By Phil Stewart and Steve Holland
President Joe Biden said on Wednesday he will begin withdrawing U.S. troops from Afghanistan on May 1 to end America’s longest war, rejecting calls for U.S. forces to stay to ensure a peaceful resolution to that nation’s grinding internal conflict.
In a White House speech, Biden acknowledged that U.S. objectives in Afghanistan had become “increasingly unclear” over the past decade. He set a deadline for withdrawing all 2,500 U.S. troops remaining in Afghanistan by Sept. 11, exactly 20 years after al Qaeda’s attacks on the United States that triggered the war.
But by pulling out without a clear victory, the United States opens itself to criticism that a withdrawal represents a de facto admission of failure for American military strategy.
“It was never meant to be a multi-generational undertaking. We were attacked. We went to war with clear goals. We achieved those objectives,” Biden said, noting that al Qaeda leader Osama bin Laden was killed by American forces in 2011 and saying that organization has been “degraded” in Afghanistan.
“And it’s time to end the forever war,” Biden added.
The war has cost the lives of 2,448 American service members and consumed an estimated $2 trillion. U.S. troop numbers in Afghanistan peaked at more than 100,000 in 2011.
The Democratic president had faced a May 1 withdrawal deadline, set by his Republican predecessor Donald Trump, who tried but failed to pull the troops out before leaving office in January. Instead, Biden said the final withdrawal would start on May 1 and end by Sept. 11.
“I am now the fourth American president to preside over an American troop presence in Afghanistan. Two Republicans. Two Democrats,” Biden said. “I will not pass this responsibility on to a fifth.”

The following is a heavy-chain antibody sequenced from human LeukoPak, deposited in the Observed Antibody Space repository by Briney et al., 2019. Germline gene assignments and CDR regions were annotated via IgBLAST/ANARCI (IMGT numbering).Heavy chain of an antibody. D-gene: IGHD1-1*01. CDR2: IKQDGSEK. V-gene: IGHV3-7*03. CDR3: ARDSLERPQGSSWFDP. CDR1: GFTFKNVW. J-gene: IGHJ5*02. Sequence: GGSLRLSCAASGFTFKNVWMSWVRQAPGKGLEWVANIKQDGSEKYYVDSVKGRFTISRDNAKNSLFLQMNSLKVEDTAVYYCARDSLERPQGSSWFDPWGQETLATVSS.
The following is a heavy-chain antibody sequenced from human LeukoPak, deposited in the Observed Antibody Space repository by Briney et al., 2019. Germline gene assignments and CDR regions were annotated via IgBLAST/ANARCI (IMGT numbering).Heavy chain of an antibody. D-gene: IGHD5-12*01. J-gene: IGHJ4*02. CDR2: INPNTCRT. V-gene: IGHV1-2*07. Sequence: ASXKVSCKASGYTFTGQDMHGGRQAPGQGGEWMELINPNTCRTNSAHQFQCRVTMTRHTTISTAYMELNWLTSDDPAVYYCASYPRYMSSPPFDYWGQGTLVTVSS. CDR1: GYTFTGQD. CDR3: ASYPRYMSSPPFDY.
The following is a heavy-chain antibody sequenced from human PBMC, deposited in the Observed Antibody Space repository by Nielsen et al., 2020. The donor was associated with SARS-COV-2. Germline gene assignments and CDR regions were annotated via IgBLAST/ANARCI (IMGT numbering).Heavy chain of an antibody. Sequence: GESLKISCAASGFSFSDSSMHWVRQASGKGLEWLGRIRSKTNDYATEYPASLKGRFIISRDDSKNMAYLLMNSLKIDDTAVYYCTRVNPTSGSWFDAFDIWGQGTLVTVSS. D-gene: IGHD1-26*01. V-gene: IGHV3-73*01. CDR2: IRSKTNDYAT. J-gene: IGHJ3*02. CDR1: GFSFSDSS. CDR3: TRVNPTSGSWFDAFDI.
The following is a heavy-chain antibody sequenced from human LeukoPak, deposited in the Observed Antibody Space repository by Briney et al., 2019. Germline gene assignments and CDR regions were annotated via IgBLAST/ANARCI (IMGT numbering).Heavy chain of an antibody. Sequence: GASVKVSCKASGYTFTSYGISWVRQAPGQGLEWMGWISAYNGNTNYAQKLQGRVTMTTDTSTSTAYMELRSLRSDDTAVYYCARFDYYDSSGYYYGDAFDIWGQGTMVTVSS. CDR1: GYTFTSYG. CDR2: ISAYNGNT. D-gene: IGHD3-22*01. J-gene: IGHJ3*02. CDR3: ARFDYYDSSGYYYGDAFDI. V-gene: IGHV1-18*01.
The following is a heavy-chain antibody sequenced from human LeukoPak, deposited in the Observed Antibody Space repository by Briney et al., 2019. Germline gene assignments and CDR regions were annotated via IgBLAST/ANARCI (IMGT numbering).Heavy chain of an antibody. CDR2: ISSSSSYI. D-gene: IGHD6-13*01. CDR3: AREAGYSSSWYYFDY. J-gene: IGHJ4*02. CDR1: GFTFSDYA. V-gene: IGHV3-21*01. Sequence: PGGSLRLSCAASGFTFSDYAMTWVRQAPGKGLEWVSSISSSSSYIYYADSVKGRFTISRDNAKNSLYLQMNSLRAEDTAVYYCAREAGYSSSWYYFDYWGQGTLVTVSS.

Meeting NATO officials in Brussels, Secretary of State Antony Blinken said foreign troops under NATO command in Afghanistan will leave in coordination with the U.S. withdrawal by Sept. 11, after Germany said it would match American plans.
Blinken also spoke by phone with Pakistan’s army chief on Wednesday and discussed the peace process, the media wing of Pakistan’s military said.
Afghan President Ashraf Ghani wrote on Twitter that he spoke with Biden and respects the U.S. decision. Ghani added that “we will work with our U.S. partners to ensure a smooth transition” and “we will continue to work with our US/NATO partners in the ongoing peace efforts.”
A summit is planned about Afghanistan starting on April 24 in Istanbul that is due to include the United Nations and Qatar.
The Taliban, ousted from power in 2001 by U.S.-led forces, said it would not take part in any meetings involving decisions about Afghanistan until all foreign forces have left. Taliban spokesman Zabihullah Mujahid on Wednesday called on the United States to adhere to the deal the group reached with Trump’s administration.
“If the agreement is committed to, the remaining problems will also be solved,” Mujahid wrote on Twitter. “If the agreement is not committed to … the problems will certainly increase.”
Biden rejected the idea that U.S. troops could provide the leverage needed for peace, saying: “We gave that argument a decade. It has never proven effective.”
“American troops shouldn’t be used as a bargaining chip between warring parties in other countries,” Biden said.
Biden also said the threat of terrorism was not limited to a single country and that leaving American forces in one foreign land at great financial cost does not make sense.